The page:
I know you have a definition on your website, but how do you measure that as well? You have a limited staff. By your own admission at the outset of the meeting, I think you said you have three or four staff. It's a small organization. You're obviously very passionate about your work. When it comes to vetting charity after charity—there are so many that you do on an annual basis—how are you able to understand in this case the demonstrated impact that WE has? It's a bit perplexing to me.

12:55 p.m.

Director of Research, Charity Intelligence Canada

Greg Thomson

We use measures that are as objective as possible. We want to remove as much subjectivity from our analysis as possible.

We have shared data. We've discussed metrics with MoneySense and MoneyWise, and other other folks here who have put together top 100 lists. We know their lists intimately.

You hit the nail on the head about the reason that WE was on their list and not on our list. That is the demonstrated impact assessment that we've done, and that they did not, including their assessment—

12:55 p.m.

Liberal

Peter Fragiskatos Liberal London North Centre, ON

Mr. Thomson, how were you able to measure WE's demonstrated impact? That implies that your efforts are solely focused on WE as an organization, but they're not focused on WE only.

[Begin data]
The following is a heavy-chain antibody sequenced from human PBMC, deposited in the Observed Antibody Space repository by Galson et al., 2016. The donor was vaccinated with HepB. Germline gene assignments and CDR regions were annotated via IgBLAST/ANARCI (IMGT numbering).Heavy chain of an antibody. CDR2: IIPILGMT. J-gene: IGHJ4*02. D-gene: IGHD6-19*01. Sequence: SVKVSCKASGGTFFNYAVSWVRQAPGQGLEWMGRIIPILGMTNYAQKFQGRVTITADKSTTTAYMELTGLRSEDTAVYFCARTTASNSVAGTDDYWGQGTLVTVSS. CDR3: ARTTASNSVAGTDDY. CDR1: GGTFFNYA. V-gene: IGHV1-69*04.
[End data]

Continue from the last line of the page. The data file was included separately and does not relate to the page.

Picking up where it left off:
We've heard already today that Doctors Without Borders is an organization that you've assessed. World Vision is on your website, as well as Amnesty International, and many other charities. How were you able to come up with a judgment with such a limited staff and limited resources?

12:55 p.m.

Director of Research, Charity Intelligence Canada

Greg Thomson

We value every program of every charity that we assess. We take a look at all of the demonstrated results a charity has. We take a look at every change that the charity claims to have made, and we value each, and determine for every dollar that is donated to a charity, the dollar value of the impact produced for clients and society.

Yes, we are a very lean organization, but we're able to do that on the number of charities that we have assessed. We've assessed over 250 charities on demonstrated impact at this point, and we're continuing to expand that as resources allow. We do it consistently and fairly.

1 p.m.

Liberal

Peter Fragiskatos Liberal London North Centre, ON

Thanks very much, Mr. Chair.

As a final point, because I think I've gone over time, I have nothing against you or the organization, so take this comment as just an observation. It's hard for me to understand how an organization of four people can judge 250 organizations on a range of criteria and delve into them and offer an enormous set of judgments, which for us to look at as MPs is a challenge. I'll just put that on the record.